Information having been received that a Detachment of about Eighty Mutineers are on their way from Lancaster to this place, you will please to proceed to meet them & to endeavour by every prudent method to engage them to return to the post they have left—You will inform them of the Orders that have been given permitting them to remain in service till their Accounts shall have been settled, if they prefer it to being furloughed, and of the allowance of pay which has been made to the Army at large & in which they are to be included. You will represent to them, that their Accounts cannot be settled without their Officers whom they have left behind them at Lancaster. You will be represent to them with coolness but energy the impropriety of such irregular proceedings & the danger they will run by persisting in an improper conduct. You will assure them of the best intentions in Congress to do them justice and of the absurdity of their expecting to procure it more effectually by intemperate proceedings. You will point out to them the tendency which such proceedings may have to raise the resentments of their Country and to indispose it to take effectual measures for their relief. In short, you will urge every consideration in your power to induce them to return, at the same time avoiding whatever may tend to irritate. If they persist in coming to Town you will give the earliest notice to us of their progress & disposition. Should they want provisions you will assure them of a supply, if they will remain where they are, which you are to endeavour to persuade them to do in preference to coming to Town—I am Sir Your most obet servt
A. Hamilton in behalf of the Committee
Philadelphia June 19th 1783
Major Jackson Asst Secretary at War
The Committee appointed on the 21st June to confer with the Supreme Executive Council of Pensylvania on the practicability of taking effectual measures to support the public Authority having delivered in a Report—Ordered That it be entered on the Journal—The report is as follows.
“The Committee appointed to confer with the Supreme Executive Council of Pensylvania on the practicability of taking effectual measures to support the public Authority in consequence of the disorderly & menacing appearance of a Body of Armed Soldiers surrounding the place where Congress were Assembled on saturday the 21st instant beg leave to Report.
That they had a conference the morning following with the Supreme Executive Council agreeably to the intention of Congress & having communicated their Resolution on that subject informed the Council that Congress considered the proceedings on which that Resolution was founded of so serious a nature as to render palliatives improper & to require that vigorous measures should be taken to put a stop to the further progress of the evil & to compel submission on the part of the offenders. That in this view they had thought it expedient to declare to the Executive of the State in which they reside the necessity of taking effectual measures for supporting the public Authority. That though they had declined a specificcation of the measures which they would deem effectual it was their sense that a number of the Militia should be immediately called out sufficient to suppress the Revolt. That Congress unwilling to expose the United States to a repetition of the insult had suspended their ordinary deliberations in this City till proper steps could be taken to provide against the possibility of it.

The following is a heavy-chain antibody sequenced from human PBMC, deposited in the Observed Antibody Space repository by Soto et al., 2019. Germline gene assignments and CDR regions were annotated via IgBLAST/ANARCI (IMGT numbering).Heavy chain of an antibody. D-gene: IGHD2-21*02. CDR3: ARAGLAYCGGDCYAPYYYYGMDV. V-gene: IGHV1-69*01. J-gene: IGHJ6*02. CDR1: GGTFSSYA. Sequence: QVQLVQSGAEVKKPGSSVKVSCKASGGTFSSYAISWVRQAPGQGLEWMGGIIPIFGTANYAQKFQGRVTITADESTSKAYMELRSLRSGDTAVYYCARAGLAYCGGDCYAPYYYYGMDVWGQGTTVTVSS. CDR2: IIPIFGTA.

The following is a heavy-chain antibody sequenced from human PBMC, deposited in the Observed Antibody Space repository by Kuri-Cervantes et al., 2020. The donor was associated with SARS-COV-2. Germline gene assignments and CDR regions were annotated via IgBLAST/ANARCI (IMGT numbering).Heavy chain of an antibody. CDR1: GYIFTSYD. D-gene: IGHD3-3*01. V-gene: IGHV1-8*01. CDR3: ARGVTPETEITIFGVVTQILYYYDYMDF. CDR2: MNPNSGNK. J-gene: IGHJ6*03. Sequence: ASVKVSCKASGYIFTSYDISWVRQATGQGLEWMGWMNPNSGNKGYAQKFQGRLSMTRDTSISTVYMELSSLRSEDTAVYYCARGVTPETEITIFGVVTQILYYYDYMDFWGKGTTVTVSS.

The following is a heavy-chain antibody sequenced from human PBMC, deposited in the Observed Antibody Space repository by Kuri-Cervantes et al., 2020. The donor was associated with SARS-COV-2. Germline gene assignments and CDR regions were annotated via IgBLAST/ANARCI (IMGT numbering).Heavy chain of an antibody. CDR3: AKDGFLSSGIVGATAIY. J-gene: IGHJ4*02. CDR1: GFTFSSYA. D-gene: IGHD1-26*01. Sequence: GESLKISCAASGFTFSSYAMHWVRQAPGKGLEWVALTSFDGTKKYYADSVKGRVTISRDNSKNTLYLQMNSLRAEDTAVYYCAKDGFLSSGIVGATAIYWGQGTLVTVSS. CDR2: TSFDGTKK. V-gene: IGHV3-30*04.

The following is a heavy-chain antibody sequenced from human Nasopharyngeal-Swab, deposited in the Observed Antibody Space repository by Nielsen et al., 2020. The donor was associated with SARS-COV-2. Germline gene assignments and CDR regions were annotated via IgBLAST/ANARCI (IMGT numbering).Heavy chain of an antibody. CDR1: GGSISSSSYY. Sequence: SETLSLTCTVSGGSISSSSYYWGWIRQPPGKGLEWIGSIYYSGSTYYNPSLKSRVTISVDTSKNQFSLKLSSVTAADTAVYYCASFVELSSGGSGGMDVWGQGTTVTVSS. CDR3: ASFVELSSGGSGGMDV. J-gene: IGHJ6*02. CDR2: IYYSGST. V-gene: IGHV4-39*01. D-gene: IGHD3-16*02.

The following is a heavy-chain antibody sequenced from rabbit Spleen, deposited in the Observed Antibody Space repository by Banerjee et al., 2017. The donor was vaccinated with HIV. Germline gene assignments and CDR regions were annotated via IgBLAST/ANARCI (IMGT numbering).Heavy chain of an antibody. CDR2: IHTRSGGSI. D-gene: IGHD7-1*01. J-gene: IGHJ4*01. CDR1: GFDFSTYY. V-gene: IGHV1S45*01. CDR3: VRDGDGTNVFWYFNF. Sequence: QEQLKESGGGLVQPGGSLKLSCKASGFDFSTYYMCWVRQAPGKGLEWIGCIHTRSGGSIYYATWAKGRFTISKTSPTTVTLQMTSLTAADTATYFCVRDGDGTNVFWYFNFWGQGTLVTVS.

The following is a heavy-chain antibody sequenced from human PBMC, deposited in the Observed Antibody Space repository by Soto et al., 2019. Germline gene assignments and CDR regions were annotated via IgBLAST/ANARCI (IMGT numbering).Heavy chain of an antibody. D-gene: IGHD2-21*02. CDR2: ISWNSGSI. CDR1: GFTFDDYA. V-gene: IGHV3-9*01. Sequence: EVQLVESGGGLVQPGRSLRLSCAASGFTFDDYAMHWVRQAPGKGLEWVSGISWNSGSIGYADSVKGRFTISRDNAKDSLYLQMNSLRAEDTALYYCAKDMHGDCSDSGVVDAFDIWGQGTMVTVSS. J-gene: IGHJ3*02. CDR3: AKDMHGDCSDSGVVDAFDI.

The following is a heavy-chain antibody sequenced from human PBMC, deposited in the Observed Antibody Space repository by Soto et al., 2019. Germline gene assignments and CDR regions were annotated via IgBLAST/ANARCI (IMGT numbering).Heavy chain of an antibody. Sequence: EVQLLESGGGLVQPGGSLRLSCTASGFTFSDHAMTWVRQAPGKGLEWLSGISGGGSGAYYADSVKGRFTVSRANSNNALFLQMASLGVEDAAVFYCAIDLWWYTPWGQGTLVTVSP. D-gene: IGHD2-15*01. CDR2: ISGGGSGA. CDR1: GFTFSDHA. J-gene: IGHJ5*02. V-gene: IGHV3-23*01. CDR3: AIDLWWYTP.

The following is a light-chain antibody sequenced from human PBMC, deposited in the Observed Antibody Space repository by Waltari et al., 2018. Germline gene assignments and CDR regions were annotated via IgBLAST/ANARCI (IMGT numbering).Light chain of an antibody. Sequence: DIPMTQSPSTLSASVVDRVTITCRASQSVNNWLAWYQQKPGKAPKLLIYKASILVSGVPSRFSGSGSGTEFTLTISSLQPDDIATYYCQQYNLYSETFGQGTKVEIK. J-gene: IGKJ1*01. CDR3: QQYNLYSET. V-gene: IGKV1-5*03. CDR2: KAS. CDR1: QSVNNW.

The Council after some conversation informed the Committee that they would wish previous to a determination to ascertain the state and disposition of the Militia and to consult the Officers for that purpose.
The day following the Committee waited upon the Council for their final Resolution, having previously presented a Letter addressed to His Excellency the President of which a Copy is annexed requesting the Determination of the Council in writing.
The Council declined a written Answer, alledging that it had been unusual on similar occasions that they were unwilling to do any thing which might appear an innovation in the manner of conducting conferences between their Body & Committee’s of Congress; adding however that they were ready to give their Answer in writing, if Congress should request it. They then proceeded to a verbal Answer in substance as follows.
That the Council had a high respect for the Representative Sovereignty of the United States & were disposed to do every thing in their power to support its Dignity—That they regretted the insult which had happened, with this additional motive of sensibility, that they had themselves had a principal share in it. That they had consulted a number of well informed Officers of the Militia & found that nothing in the present state of things was to be expected from that Quarter. That the Militia of the City in general were not only ill provided for service but disinclined to Act upon the present occasion. That the Council did not believe any exertions were to be looked for from them except in case of further outrage & actual violence to person or property. That in such case a respectable Body of Citizens would Arm for the security of their property & of the public peace; but it was to be doubted what measure of outrage would produce this effect & in particular it was not to be expected merely from a repetition of the insult which had happened.